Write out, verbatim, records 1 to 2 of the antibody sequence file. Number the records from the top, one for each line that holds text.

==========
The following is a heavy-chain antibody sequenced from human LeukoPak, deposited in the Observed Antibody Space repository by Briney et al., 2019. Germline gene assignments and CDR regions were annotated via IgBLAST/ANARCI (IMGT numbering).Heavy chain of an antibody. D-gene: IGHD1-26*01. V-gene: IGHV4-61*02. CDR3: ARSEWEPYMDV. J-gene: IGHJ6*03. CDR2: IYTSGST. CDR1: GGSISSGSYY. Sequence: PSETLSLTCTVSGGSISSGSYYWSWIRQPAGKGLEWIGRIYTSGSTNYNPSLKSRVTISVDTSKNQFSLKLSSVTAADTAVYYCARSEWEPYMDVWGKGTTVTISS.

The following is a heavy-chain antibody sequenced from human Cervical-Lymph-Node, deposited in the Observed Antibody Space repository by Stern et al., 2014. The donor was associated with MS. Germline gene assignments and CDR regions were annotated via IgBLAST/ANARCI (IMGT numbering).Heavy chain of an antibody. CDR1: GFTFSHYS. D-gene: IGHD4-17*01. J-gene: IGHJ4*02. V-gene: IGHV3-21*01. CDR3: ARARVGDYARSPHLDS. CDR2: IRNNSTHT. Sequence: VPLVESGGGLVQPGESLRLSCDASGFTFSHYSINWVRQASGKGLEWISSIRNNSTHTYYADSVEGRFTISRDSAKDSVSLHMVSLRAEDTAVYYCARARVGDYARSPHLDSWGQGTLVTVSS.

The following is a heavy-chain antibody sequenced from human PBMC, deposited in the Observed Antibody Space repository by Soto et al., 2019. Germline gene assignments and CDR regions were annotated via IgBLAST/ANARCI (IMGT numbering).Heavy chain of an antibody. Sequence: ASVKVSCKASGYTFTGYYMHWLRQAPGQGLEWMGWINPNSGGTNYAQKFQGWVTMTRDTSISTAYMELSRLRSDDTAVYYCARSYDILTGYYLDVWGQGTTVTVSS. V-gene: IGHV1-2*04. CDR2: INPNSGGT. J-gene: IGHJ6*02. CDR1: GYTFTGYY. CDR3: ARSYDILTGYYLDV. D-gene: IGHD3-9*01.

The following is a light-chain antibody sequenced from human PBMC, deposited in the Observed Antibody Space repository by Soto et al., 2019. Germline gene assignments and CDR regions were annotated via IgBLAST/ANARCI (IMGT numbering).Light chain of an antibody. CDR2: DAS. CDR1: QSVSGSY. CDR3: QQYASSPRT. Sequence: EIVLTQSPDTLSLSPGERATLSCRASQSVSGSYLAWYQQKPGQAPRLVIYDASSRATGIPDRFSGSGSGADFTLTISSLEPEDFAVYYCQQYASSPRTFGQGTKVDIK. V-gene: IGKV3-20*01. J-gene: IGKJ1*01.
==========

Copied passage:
The following is a heavy-chain antibody sequenced from human LeukoPak, deposited in the Observed Antibody Space repository by Briney et al., 2019. Germline gene assignments and CDR regions were annotated via IgBLAST/ANARCI (IMGT numbering).Heavy chain of an antibody. D-gene: IGHD1-26*01. V-gene: IGHV4-61*02. CDR3: ARSEWEPYMDV. J-gene: IGHJ6*03. CDR2: IYTSGST. CDR1: GGSISSGSYY. Sequence: PSETLSLTCTVSGGSISSGSYYWSWIRQPAGKGLEWIGRIYTSGSTNYNPSLKSRVTISVDTSKNQFSLKLSSVTAADTAVYYCARSEWEPYMDVWGKGTTVTISS.

The following is a heavy-chain antibody sequenced from human Cervical-Lymph-Node, deposited in the Observed Antibody Space repository by Stern et al., 2014. The donor was associated with MS. Germline gene assignments and CDR regions were annotated via IgBLAST/ANARCI (IMGT numbering).Heavy chain of an antibody. CDR1: GFTFSHYS. D-gene: IGHD4-17*01. J-gene: IGHJ4*02. V-gene: IGHV3-21*01. CDR3: ARARVGDYARSPHLDS. CDR2: IRNNSTHT. Sequence: VPLVESGGGLVQPGESLRLSCDASGFTFSHYSINWVRQASGKGLEWISSIRNNSTHTYYADSVEGRFTISRDSAKDSVSLHMVSLRAEDTAVYYCARARVGDYARSPHLDSWGQGTLVTVSS.